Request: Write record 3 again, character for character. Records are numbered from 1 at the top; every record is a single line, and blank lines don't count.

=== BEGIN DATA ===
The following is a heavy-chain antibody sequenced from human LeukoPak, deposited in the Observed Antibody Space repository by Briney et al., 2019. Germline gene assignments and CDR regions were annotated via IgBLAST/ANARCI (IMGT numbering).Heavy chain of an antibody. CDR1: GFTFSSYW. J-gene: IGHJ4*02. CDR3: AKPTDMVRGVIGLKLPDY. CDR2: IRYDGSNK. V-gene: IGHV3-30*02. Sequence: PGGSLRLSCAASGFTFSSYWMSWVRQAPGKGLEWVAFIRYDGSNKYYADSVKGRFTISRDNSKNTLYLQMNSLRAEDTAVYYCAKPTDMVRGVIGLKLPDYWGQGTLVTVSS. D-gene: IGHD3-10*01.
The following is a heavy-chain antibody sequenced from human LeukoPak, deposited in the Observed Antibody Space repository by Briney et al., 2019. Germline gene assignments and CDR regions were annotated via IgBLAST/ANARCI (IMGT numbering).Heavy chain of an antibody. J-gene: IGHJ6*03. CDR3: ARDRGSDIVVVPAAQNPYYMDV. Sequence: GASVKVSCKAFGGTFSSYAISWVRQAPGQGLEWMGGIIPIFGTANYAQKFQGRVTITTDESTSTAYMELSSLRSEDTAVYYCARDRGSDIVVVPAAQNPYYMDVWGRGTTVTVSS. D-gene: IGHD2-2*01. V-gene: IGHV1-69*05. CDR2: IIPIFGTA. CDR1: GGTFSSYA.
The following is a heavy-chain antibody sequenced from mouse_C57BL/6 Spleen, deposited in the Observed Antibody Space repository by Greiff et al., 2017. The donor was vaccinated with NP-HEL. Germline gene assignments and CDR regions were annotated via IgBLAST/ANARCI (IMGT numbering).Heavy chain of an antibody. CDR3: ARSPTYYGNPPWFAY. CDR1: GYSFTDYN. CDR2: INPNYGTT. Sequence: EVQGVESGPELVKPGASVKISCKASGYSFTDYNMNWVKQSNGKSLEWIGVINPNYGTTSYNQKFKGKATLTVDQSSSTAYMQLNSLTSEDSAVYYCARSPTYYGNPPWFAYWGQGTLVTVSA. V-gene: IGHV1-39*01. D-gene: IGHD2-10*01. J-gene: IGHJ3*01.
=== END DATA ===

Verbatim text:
The following is a heavy-chain antibody sequenced from mouse_C57BL/6 Spleen, deposited in the Observed Antibody Space repository by Greiff et al., 2017. The donor was vaccinated with NP-HEL. Germline gene assignments and CDR regions were annotated via IgBLAST/ANARCI (IMGT numbering).Heavy chain of an antibody. CDR3: ARSPTYYGNPPWFAY. CDR1: GYSFTDYN. CDR2: INPNYGTT. Sequence: EVQGVESGPELVKPGASVKISCKASGYSFTDYNMNWVKQSNGKSLEWIGVINPNYGTTSYNQKFKGKATLTVDQSSSTAYMQLNSLTSEDSAVYYCARSPTYYGNPPWFAYWGQGTLVTVSA. V-gene: IGHV1-39*01. D-gene: IGHD2-10*01. J-gene: IGHJ3*01.